Advocates say there's a huge need for expanded access to medication as the number of victims affected by opioid use disorder continues to rise.
Looking at pictures of Adam Black in a bodybuilding competition, you'd never know that he's 7 years in recovery from opioid addiction.
“I hit a spiritual bottom and everything around me was falling apart. I couldn’t keep anything together in my life, the drugs become everything to you,” said Black.
When those drugs truly become everything to you, Black says, you "lose yourself."
He describes running out of money and says, "I couldn’t feed my addiction anymore, so I started breaking into unlocked cars, stealing change, trying to feed my addiction and, being an addict, I couldn’t do anything right, couldn’t even be a criminal right.”
He went to prison for three years, and then he ended up in the hospital.
“(I) Got heart surgery. I was like 150 pounds at the time, that was one of my rock bottoms, right there, that changed my life, that I can’t keep going this way.”
It was then that he was able to change. It wasn't overnight, but eventually he found Groups Recover Together, and received medication-assisted treatment.
He says, “I don’t have cravings anymore. I’m able to maintain a job, a family, everything I was working so hard to get, I’m able to have that now, and I owe it all to Groups.”
Dr. Gus Crothers is an addiction medicine specialist. He treats people with substance abuse disorders.
“The treatment is a combination of medication, counseling, and lifestyle changes. And those are the same core treatments we use for managing any chronic disease," said Crothers.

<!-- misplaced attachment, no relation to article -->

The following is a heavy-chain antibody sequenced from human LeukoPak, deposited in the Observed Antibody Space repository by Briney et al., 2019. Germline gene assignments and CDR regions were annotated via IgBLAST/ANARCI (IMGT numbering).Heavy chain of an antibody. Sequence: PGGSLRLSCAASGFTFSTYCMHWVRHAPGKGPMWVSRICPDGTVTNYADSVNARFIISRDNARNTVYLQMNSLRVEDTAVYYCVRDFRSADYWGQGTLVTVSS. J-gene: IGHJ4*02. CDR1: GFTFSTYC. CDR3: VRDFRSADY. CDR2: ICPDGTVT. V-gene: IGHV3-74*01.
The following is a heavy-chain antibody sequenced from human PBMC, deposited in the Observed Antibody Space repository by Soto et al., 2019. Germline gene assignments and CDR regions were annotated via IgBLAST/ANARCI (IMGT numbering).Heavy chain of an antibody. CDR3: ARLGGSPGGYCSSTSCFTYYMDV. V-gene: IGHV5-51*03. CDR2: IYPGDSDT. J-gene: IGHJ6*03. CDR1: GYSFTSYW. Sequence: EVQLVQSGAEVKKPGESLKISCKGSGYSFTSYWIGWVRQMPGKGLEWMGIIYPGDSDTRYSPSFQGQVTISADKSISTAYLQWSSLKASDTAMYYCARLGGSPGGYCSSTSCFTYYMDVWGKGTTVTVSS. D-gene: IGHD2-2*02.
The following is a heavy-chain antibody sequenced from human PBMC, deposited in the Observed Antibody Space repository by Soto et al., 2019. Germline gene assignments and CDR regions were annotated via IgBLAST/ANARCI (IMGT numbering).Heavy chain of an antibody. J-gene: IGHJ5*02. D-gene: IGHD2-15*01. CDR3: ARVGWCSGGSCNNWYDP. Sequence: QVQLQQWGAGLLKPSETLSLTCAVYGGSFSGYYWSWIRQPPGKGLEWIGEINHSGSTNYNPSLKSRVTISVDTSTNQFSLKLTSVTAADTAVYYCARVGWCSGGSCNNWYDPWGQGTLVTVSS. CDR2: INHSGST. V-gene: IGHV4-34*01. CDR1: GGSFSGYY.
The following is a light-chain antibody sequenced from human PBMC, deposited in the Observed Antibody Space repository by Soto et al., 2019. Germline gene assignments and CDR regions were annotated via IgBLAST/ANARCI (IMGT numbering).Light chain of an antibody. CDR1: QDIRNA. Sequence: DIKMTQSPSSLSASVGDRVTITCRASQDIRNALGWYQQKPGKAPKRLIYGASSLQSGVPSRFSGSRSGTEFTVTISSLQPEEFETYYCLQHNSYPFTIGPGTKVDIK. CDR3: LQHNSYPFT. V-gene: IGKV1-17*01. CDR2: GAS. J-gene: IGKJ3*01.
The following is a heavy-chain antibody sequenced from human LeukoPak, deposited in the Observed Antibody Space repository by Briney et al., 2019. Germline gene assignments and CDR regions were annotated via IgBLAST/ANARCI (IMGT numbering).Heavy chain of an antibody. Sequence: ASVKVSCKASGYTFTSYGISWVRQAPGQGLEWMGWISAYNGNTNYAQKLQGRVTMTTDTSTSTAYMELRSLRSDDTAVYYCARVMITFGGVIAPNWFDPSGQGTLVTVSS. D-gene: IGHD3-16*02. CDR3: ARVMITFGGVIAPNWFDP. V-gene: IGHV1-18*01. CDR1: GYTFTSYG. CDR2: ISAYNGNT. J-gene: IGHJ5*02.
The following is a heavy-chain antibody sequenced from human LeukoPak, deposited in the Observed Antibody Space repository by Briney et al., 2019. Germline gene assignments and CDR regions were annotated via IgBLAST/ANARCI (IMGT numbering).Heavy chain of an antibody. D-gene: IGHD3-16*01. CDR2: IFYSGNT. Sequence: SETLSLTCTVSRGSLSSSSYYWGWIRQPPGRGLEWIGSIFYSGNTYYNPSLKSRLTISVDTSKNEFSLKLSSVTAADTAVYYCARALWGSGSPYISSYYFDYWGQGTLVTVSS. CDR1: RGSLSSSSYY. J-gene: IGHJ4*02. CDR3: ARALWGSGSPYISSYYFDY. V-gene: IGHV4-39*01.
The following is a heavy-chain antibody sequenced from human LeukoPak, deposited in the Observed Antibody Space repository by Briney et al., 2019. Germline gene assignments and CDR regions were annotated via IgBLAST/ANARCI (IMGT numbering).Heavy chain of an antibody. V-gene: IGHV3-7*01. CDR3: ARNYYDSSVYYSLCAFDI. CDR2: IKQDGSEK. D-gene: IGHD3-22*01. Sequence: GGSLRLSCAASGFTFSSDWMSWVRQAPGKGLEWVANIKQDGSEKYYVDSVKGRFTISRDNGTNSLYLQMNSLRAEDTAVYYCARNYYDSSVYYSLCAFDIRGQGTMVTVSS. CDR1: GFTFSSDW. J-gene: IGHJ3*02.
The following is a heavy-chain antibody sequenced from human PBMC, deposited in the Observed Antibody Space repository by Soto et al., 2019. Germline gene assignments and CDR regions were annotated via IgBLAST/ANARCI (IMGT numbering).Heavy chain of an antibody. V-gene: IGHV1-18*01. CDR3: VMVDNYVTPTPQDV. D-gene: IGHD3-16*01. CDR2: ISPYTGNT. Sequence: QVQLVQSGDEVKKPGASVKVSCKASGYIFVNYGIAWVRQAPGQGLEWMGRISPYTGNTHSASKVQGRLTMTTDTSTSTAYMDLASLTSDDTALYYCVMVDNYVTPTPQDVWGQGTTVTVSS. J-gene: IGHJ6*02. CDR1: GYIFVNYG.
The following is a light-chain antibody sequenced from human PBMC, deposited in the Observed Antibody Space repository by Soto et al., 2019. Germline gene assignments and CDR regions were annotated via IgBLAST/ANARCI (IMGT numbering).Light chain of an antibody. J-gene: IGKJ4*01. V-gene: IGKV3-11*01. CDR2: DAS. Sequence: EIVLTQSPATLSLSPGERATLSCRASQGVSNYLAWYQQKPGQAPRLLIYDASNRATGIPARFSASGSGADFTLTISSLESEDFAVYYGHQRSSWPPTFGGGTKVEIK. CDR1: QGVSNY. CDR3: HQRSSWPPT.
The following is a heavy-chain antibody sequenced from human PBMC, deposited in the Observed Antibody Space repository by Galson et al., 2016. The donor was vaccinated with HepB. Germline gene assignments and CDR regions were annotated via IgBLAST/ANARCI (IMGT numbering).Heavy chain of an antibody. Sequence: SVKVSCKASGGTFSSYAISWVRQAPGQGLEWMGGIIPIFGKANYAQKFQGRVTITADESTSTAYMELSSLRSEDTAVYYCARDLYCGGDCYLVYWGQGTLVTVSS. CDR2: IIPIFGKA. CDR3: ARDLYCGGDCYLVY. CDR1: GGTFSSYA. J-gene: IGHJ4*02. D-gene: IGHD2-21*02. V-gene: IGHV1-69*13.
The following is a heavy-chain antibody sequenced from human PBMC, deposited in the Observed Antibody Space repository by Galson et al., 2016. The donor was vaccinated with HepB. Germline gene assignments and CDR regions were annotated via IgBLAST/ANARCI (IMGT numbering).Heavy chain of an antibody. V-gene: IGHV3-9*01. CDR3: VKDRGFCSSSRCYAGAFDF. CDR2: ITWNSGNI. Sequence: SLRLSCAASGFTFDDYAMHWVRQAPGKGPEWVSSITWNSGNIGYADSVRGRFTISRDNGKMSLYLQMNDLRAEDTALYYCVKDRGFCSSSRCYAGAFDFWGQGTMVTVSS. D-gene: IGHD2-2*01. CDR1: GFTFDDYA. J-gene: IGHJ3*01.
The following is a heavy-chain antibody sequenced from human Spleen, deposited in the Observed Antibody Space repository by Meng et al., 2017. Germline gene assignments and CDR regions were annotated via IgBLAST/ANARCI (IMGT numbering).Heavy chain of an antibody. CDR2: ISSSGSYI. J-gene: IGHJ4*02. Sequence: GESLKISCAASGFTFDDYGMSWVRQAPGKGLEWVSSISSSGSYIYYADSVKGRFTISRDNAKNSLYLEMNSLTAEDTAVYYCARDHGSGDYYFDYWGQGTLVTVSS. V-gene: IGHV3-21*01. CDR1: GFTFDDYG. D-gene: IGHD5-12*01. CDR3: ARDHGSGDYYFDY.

He says one of the treatments has tight, and some say, outdated restrictions. It's known as the "X-Waiver" and it requires doctors to get extra training before they can prescribe buprenorphine.
It's a legal hurdle that dates back to the early 2000s.
“When we have such an access gap to medications, people are thinking we should get rid of the data waiver and get rid of those restrictions that limit access to treatment,” Crothers said.
We asked the Department of Health and Human Services about the waiver, which has become confusing for some.
The Trump administration removed the X-Waiver shortly before President Joe Biden's inauguration. Recently, the current administration reversed that decision. A spokesperson for HHS says the previous announcement was made prematurely, but they are committed to "examine ways to increase access to buprenorphine."
On January 14, 2021, HHS announced forthcoming Practice Guidelines for the Administration of Buprenorphine for Treating Opioid Use Disorder. Unfortunately, the announcement was made prematurely. Therefore, the Guidelines previously announced cannot be issued at this time. However, HHS and ONDCP are committed to working with interagency partners to examine ways to increase access to buprenorphine, reduce overdose rates and save lives.
Which means, doctors still need extra training to prescribe the treatment, which people like Black say, is life-changing and lifesaving.
“I still take the medication. I’m weaning down as we speak. I sponsor a couple of other guys, I check in with 3 or 4 other people at our group. You can’t do this alone, you need to be there for the people who are going through this," Black said.
You can't go it alone, and Black says, you can get help.